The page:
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Entertainment & Arts

Newsletter: Essential Arts & Culture: A wondrous Hedwig, Renaissance music remade, Boyle Heights gallery crimes

Darren Criss as Hedwig
Darren Criss as Hedwig in “Hedwig and the Angry Inch” at the Pantages.
(Joan Marcus)

A flamboyant rock musical about a botched sex change operation is just what election-addled Los Angeles needs. Plus: A 16th century composition made new, gentrification tensions in Boyle Heights and an artist’s feminine take on monsters. I’m Carolina A. Miranda, staff writer at the L.A. Times, and here are the most intriguing and bizarre arts stories of the week:

‘Addictively wonderful’ Hedwig

Darren Criss in the title role of “Hedwig and the Angry Inch” at the Pantages.
Darren Criss in the title role of "Hedwig and the Angry Inch" at the Pantages.
(Joan Marcus )

“Hedwig and the Angry Inch,” the hit musical created by John Cameron Mitchell about a sex change operation (and a whole relationship) gone very wrong, is being re-staged at the Hollywood Pantages Theatre with “Glee’s” Darren Criss in the title role. Contributing reviewer Margaret Gray writes that he plays the dramatic, insecure Hedwig with aplomb — in a performance that is “inexpressibly, addictively wonderful.” Los Angeles Times

And if you missed it, Jessica Gelt’s interview with Criss and Mitchell about the making of a millennial Hedwig is worth a read. Los Angeles Times

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Lightness in nasty election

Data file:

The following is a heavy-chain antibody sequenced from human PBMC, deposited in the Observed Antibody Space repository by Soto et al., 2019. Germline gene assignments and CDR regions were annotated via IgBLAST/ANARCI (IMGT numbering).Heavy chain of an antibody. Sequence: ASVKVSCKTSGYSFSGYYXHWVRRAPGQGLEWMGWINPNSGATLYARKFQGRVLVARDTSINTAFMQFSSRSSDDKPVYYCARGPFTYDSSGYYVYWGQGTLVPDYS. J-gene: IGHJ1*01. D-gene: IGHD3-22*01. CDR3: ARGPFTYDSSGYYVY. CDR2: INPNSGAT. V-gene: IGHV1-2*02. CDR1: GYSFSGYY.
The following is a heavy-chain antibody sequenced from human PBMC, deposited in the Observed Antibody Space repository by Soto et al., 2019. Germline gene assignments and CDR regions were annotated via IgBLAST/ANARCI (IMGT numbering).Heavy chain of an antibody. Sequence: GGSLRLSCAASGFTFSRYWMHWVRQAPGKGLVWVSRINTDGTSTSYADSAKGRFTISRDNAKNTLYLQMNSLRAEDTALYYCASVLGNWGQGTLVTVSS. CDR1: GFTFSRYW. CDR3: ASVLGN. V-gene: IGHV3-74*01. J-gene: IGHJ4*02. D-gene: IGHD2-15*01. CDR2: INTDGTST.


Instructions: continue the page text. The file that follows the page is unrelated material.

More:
A scene from Jon Robin Baitz’s “Vicuña” at the Kirk Douglas Theatre in Culver City.
There won't be any election day performances of Jon Robin Baitz's "Vicuña" at the Kirk Douglas Theatre in Culver City.
(Craig Schwartz)

Times theater critic Charles McNulty writes that in the midst of our election slog-march, he was feeling weary about seeing Jon Robin Baitz‘s new play “Vicuña,” at the Kirk Douglas Theatre, about a tailor who makes a transformative suit for a Trump-like candidate. But he says he was impressed by Baitz’s impressive, “honest to goodness comedy” in which “comedy and menace work together to make clear the stark reality that’s dauntingly upon us.” Los Angeles Times

McNulty also took in a surrealist pop-up production at a warehouse in downtown Los Angeles: John Sinner’s “An Invasion of Decency.” The imaginatively staged piece, he writes, is “at once austere and flamboyant, campy and menacing,” but “the febrile design team sets up a theatrical promise that is never fulfilled.” Los Angeles Times

16th century music that moves

Los Angeles Master Chorale performs the premiere of a work by Orlando di Lasso at Walt Disney Concert Hall.
Los Angeles Master Chorale performs the premiere of a work by Orlando di Lasso at Walt Disney Concert Hall.